Kenya and Somalia have been in a dispute since 2014 over the demarcation of the border between the two countries, with the question being where the boundary should be demarcated in the Indian Ocean.
When the International Court of Justice in The Hague on Tuesday ruled the case, it was met with outrage in Kenya, which only gets a small portion of the coveted area.
“This reflects all the social, political and economic progress that has been made (between countries) and threatens peace and exacerbates the fragile security situation in the entire Horn of Africa,” said Kenyan President Uhuru Kenyatta, who disputed what Kenyan President Uhuru Kenyatta had said. A court decision is called “biased,” and one that he does not intend to admit.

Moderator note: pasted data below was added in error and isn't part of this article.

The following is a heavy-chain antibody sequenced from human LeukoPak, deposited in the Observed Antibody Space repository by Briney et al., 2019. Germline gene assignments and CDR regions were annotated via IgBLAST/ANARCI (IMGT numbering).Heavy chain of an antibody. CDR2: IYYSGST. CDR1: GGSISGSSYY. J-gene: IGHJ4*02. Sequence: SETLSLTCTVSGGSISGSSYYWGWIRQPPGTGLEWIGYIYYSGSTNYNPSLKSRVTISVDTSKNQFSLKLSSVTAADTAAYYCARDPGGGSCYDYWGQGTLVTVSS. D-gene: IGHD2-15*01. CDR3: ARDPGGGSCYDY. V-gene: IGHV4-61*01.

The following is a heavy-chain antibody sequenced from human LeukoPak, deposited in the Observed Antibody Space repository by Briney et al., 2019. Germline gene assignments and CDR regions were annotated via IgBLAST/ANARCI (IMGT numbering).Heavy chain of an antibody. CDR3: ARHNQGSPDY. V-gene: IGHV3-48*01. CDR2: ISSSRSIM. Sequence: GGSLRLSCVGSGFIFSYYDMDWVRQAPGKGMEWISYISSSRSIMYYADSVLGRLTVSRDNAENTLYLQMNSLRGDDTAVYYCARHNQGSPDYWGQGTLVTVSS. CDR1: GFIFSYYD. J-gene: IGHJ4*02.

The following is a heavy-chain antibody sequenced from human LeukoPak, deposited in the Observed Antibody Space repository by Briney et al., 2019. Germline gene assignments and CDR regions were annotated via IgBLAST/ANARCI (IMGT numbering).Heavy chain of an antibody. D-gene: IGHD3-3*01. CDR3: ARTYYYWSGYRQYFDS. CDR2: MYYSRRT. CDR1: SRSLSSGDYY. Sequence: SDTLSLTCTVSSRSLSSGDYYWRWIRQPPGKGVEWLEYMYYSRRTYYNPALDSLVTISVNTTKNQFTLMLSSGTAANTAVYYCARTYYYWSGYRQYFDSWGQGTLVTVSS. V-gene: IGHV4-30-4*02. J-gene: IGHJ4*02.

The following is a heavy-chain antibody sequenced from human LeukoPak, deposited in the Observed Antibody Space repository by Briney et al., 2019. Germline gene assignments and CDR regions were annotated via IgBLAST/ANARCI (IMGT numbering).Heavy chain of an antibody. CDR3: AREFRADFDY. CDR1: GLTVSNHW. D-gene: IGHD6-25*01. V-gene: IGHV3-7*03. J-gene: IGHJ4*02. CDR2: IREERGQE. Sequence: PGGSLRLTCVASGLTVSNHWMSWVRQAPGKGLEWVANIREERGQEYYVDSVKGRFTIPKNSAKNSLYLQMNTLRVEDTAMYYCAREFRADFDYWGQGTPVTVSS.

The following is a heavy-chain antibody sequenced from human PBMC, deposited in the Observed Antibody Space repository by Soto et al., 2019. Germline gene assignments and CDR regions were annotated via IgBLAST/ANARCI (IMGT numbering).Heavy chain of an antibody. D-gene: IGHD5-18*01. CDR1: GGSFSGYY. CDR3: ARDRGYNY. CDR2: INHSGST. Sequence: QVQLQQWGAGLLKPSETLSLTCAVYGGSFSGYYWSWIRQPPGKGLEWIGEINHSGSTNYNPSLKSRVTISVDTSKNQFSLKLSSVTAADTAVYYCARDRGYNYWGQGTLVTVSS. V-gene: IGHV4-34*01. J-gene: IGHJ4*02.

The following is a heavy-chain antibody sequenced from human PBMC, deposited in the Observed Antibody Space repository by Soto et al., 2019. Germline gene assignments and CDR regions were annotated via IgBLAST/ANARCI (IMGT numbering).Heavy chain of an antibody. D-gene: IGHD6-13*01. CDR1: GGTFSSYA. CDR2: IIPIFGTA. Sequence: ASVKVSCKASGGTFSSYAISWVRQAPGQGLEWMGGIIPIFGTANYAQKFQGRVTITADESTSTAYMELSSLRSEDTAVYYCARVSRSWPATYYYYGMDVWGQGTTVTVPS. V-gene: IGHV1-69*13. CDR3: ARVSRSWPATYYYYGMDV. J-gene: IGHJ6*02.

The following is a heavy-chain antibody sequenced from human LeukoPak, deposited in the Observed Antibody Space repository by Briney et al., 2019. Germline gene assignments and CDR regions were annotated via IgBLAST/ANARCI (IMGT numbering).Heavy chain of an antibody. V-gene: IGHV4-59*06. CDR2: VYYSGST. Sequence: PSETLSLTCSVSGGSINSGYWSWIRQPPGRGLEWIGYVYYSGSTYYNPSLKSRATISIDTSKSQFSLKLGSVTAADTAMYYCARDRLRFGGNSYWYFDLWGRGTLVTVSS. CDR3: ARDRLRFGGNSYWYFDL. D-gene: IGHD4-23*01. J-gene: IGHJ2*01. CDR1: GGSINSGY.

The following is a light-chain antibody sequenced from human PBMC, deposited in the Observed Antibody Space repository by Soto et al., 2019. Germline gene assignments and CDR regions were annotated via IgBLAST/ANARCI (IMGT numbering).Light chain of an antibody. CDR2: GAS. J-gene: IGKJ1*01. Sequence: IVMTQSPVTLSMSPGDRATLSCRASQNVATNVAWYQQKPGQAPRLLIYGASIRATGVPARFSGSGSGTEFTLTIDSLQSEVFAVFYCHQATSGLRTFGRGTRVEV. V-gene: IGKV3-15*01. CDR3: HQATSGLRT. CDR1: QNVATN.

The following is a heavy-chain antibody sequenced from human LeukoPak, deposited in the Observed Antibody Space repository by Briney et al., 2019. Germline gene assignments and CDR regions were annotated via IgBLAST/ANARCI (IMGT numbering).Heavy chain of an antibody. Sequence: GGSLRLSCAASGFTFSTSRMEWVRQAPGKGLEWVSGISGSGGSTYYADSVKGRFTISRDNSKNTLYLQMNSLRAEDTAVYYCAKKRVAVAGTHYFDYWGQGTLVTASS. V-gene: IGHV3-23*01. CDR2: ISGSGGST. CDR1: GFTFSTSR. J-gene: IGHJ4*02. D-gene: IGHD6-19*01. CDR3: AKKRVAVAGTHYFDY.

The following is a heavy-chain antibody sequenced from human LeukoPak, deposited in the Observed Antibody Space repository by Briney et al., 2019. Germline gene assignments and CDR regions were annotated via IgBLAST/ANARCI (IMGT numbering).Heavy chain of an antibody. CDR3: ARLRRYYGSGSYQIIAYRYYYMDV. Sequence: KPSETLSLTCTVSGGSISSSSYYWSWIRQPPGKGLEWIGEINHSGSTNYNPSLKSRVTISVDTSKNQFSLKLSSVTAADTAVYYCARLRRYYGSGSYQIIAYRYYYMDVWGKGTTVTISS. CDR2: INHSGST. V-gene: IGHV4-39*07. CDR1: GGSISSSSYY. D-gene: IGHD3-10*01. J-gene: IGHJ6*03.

“respect for international law”
The International Court of Justice ruled in favor of Somalia, granting the northern neighbor in the dispute the right to waters under which it is believed to have major gas and oil discoveries.
Somalia, for its part, calls on Kenya to “respect international law,” and President Mohamed Abdullahi Mohamed said in a televised address that the ruling gave the two countries an opportunity to strengthen their relations.
And the court agreed with its decision on the question of how the boundary should be drawn in the waters – follow the boundary, as Somalia believes, or straight east as Kenya believes. Among the countries’ proposals is 100,000 square kilometers of water, an area that Kenya has considered its own since 1979.
The ICJ ruling cannot be appealed, but in practice the court has no means of ensuring compliance with the ruling. If no country other than Kenya does not accept the ruling and does not take any action on it, the issue can be raised in the UN Security Council.
The problem has long been rife, and in 2019 its home country of Kenya recalled its ambassador to Somalia after accusing its neighbor to the north of already selling oil and gas fields in the region.
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